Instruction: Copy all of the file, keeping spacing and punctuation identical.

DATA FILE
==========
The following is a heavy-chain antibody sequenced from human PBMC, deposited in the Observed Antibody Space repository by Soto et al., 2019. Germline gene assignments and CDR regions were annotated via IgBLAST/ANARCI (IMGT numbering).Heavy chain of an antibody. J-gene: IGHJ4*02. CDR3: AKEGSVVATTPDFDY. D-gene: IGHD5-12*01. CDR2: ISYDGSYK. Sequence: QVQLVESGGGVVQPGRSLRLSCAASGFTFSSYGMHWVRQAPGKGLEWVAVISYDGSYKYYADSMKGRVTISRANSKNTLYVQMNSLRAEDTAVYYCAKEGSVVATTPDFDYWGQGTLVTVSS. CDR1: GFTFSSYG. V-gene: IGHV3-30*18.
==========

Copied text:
The following is a heavy-chain antibody sequenced from human PBMC, deposited in the Observed Antibody Space repository by Soto et al., 2019. Germline gene assignments and CDR regions were annotated via IgBLAST/ANARCI (IMGT numbering).Heavy chain of an antibody. J-gene: IGHJ4*02. CDR3: AKEGSVVATTPDFDY. D-gene: IGHD5-12*01. CDR2: ISYDGSYK. Sequence: QVQLVESGGGVVQPGRSLRLSCAASGFTFSSYGMHWVRQAPGKGLEWVAVISYDGSYKYYADSMKGRVTISRANSKNTLYVQMNSLRAEDTAVYYCAKEGSVVATTPDFDYWGQGTLVTVSS. CDR1: GFTFSSYG. V-gene: IGHV3-30*18.